Alumni Spotlight: Laura Hobson Herlihy

LSU Alumna Laura Hobson Herlihy is one of a small number of North Americans who speak and teach the language of the indigenous Central American Miskitu people.


Laura Hobson Herlihy (1990 MAST H&SS) is a big fish in a small pond. A lecturer in Latin American & Caribbean Studies at the University of Kansas (KU), Herlihy is one of a small number of North Americans who speak, and an even smaller number who teach, the language of the indigenous Central American Miskitu people. Through her work with the Miskitu in Nicaragua, Herlihy has become the star of a thrice-weekly radio show in the region and the writer and impresario of a Miskitu operetta that drew 5,000 people to a performance on the beach in Puerto Cabezas over Easter weekend.

The operetta, Green Man, Blue Woman involves themes of politics, romance, and voodoo. It’s a fictionalized version of Herlihy’s real-life working relationship with Brooklyn Rivera, political leader of Nicaragua’s Miskitu. It all started as an exercise in learning and teaching the Miskitu language.

Herlihy first learned Miskitu in the 1990s, while accompanying her husband, KU Professor of Geography and Atmospheric Science Peter Herlihy, as he did field work in Honduras. There are about 200,000 Miskitu in Honduras and Nicaragua. “It was necessary for me to learn, because I was staying behind in the villages, working with women who didn’t speak Spanish,” Herlihy said.

Herlihy lived in Nicaragua in 2004 and taught at a university for indigenous students there, meeting their political leader, Brooklyn Rivera. She says the Miskitu tend to have anti-Spanish-colonial feelings and are thus pro-Anglophone. That was partly why they, including Rivera, joined the U.S.-led anti-Sandinista Contra movement in the 1980s. With the end of armed conflict in 1987, Rivera became leader of YATAMA, an acronym for Yapti Tasba Masraka Nanih Aslatakanka – literally "Sons of Mother Earth.” YATAMA later became a political party. In 2006, Rivera was elected to Nicaragua’s National Assembly, where he remains today. “I really tapped into something when I wrote about their leader. They are obsessed with him,” Herlihy said. “He’s like a god; like Elvis Presley. I interviewed him, and so we were texting back and forth about his schedule. ... The play started because I wanted to save my text messages, and our words back and forth turned into poems.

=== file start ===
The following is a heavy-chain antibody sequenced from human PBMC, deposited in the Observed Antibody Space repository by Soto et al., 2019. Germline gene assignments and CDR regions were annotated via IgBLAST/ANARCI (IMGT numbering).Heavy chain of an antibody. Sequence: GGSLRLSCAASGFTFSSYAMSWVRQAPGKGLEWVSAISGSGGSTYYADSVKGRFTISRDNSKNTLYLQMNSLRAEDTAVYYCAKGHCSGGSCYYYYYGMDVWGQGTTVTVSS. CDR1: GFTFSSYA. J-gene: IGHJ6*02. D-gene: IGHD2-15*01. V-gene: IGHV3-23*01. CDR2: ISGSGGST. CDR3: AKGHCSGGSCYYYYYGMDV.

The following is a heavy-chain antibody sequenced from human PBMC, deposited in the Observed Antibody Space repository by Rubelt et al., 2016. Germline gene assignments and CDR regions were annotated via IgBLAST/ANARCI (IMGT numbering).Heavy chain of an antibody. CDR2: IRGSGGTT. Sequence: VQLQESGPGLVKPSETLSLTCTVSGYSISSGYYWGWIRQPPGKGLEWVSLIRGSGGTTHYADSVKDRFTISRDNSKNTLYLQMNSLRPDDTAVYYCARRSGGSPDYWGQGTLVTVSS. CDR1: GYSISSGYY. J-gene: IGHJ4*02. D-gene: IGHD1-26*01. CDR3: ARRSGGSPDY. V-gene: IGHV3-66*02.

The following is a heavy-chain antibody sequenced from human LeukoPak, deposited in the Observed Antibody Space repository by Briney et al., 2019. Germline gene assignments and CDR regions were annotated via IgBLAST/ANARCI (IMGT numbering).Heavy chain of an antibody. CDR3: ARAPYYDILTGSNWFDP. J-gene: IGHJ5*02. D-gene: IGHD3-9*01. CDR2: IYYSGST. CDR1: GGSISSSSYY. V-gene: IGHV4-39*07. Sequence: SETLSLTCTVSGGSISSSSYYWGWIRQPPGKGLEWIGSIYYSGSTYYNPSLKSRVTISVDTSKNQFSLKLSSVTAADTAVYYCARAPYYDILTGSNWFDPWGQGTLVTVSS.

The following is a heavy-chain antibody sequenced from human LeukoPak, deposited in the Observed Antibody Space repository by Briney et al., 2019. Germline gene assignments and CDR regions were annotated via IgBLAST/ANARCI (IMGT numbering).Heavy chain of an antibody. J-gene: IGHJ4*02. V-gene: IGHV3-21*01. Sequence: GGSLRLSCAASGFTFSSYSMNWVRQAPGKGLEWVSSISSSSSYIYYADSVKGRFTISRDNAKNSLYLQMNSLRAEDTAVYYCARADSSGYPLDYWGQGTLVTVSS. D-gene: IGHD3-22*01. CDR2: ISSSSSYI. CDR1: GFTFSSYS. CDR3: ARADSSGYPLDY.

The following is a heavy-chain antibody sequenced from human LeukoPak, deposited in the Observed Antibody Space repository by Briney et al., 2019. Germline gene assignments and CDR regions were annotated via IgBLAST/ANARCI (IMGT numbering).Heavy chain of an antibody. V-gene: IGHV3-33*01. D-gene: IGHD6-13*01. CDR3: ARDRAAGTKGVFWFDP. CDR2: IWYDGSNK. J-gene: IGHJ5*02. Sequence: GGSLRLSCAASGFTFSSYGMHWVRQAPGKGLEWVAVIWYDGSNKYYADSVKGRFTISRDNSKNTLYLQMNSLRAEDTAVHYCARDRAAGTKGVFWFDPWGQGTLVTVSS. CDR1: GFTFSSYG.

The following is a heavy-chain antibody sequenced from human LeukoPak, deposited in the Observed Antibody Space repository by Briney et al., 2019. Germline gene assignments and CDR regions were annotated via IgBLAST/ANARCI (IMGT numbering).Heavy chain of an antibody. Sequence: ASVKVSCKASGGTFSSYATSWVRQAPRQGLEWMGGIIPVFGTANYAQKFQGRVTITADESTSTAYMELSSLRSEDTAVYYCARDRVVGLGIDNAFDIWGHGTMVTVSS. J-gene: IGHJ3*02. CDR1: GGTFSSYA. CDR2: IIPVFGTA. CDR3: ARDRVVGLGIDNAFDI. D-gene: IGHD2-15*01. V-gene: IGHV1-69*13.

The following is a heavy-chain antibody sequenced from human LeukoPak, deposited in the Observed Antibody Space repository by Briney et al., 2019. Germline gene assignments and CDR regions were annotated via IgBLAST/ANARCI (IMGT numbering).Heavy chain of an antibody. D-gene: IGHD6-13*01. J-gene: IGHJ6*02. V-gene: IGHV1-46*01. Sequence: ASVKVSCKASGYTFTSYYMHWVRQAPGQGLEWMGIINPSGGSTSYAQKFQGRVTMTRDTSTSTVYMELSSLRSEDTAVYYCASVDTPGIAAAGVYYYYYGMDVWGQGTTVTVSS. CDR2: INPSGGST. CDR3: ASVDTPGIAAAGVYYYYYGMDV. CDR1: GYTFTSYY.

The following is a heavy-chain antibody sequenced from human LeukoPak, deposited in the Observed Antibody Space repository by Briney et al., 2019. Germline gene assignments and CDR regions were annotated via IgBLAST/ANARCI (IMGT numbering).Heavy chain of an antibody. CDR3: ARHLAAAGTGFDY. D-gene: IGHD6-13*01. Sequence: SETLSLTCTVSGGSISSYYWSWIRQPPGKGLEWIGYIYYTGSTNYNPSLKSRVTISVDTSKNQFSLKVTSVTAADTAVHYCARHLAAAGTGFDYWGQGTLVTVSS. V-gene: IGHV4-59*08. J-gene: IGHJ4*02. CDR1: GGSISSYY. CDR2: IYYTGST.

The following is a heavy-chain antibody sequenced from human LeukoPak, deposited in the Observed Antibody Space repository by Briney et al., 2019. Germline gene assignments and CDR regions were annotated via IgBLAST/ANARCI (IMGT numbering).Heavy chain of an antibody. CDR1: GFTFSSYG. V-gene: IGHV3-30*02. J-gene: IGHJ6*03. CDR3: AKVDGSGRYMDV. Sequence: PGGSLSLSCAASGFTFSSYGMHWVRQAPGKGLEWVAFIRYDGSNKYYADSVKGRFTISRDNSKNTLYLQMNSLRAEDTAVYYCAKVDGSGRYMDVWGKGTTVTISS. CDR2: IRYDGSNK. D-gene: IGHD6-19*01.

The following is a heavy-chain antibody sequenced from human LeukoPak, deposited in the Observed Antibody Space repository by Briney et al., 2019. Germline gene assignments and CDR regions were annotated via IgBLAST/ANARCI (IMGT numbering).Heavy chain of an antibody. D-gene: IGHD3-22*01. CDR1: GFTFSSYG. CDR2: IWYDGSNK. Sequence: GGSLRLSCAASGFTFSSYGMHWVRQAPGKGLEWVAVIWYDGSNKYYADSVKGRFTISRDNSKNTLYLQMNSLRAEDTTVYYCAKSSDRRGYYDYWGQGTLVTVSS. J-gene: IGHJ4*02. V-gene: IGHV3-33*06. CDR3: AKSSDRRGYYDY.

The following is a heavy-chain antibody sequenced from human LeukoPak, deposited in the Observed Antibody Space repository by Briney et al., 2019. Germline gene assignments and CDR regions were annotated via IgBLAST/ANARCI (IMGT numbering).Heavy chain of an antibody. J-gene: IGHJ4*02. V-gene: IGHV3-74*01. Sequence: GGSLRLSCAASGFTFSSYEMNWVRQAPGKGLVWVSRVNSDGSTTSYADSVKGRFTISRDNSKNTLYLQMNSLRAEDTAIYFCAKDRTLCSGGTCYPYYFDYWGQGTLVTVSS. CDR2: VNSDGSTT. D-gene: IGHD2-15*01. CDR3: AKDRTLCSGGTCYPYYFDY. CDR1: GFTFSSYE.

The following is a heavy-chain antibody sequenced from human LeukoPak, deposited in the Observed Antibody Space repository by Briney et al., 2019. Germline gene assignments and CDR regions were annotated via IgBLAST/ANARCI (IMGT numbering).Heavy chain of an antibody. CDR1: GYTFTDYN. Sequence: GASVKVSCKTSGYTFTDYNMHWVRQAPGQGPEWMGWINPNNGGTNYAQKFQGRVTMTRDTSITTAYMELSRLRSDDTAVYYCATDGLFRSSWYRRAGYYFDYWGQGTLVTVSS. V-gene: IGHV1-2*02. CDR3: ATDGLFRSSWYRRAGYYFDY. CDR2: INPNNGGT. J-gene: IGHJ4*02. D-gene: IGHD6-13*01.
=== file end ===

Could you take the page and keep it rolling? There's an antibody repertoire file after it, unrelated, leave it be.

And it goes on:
“The story line is like a cross between The King and I and Harry Potter,” Herlihy said. “There is an Indian leader and an anthropologist. He puts a potion on her and makes her a blind follower of the Miskitu people. Rivera is their gatekeeper. He represents the green party, so he’s the Green Man.

“Then another faction doesn’t like the support she’s giving him, so they kidnap her and take her to a shaman to cut the spell Rivera’s put on her . . .  The shaman bathes her in a counter-remedy potion, and it’s the color blue, making her the Blue Woman. That’s how it sets up the rest of the story.”

The project has taken on a life of its own, spawning first a radio show on YATAMA’s station and then the pop-operetta. Herlihy said she arranged with top local musicians to set her writings to music. She calls in to the radio station to participate with local hosts. “It became really popular,” she said. “They’d never had this genre that tells a story before. We play a song, and I explain it. They love that a gringa speaks their language.”

Turning the staged reading into a full-blown musical play would be the next logical step, Herlihy said.

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